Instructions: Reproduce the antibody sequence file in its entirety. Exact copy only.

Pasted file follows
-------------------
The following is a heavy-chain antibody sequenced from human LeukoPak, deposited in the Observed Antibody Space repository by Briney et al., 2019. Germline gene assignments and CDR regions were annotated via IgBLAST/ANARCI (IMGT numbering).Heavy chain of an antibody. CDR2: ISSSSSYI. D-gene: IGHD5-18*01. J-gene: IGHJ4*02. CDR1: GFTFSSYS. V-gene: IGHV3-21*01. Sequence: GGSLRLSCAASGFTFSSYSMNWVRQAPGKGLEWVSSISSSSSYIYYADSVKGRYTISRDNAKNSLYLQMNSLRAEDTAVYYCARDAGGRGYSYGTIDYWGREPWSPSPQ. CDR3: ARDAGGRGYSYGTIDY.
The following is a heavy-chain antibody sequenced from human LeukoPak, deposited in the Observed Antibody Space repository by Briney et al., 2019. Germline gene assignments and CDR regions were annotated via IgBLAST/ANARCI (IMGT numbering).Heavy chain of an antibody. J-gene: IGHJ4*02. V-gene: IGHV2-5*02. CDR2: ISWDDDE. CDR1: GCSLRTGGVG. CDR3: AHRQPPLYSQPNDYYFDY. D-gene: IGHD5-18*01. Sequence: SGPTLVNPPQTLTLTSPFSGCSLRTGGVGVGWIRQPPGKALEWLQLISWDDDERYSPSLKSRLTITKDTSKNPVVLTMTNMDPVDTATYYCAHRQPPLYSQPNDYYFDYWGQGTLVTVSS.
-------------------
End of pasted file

The following is a heavy-chain antibody sequenced from human LeukoPak, deposited in the Observed Antibody Space repository by Briney et al., 2019. Germline gene assignments and CDR regions were annotated via IgBLAST/ANARCI (IMGT numbering).Heavy chain of an antibody. CDR2: ISSSSSYI. D-gene: IGHD5-18*01. J-gene: IGHJ4*02. CDR1: GFTFSSYS. V-gene: IGHV3-21*01. Sequence: GGSLRLSCAASGFTFSSYSMNWVRQAPGKGLEWVSSISSSSSYIYYADSVKGRYTISRDNAKNSLYLQMNSLRAEDTAVYYCARDAGGRGYSYGTIDYWGREPWSPSPQ. CDR3: ARDAGGRGYSYGTIDY.
The following is a heavy-chain antibody sequenced from human LeukoPak, deposited in the Observed Antibody Space repository by Briney et al., 2019. Germline gene assignments and CDR regions were annotated via IgBLAST/ANARCI (IMGT numbering).Heavy chain of an antibody. J-gene: IGHJ4*02. V-gene: IGHV2-5*02. CDR2: ISWDDDE. CDR1: GCSLRTGGVG. CDR3: AHRQPPLYSQPNDYYFDY. D-gene: IGHD5-18*01. Sequence: SGPTLVNPPQTLTLTSPFSGCSLRTGGVGVGWIRQPPGKALEWLQLISWDDDERYSPSLKSRLTITKDTSKNPVVLTMTNMDPVDTATYYCAHRQPPLYSQPNDYYFDYWGQGTLVTVSS.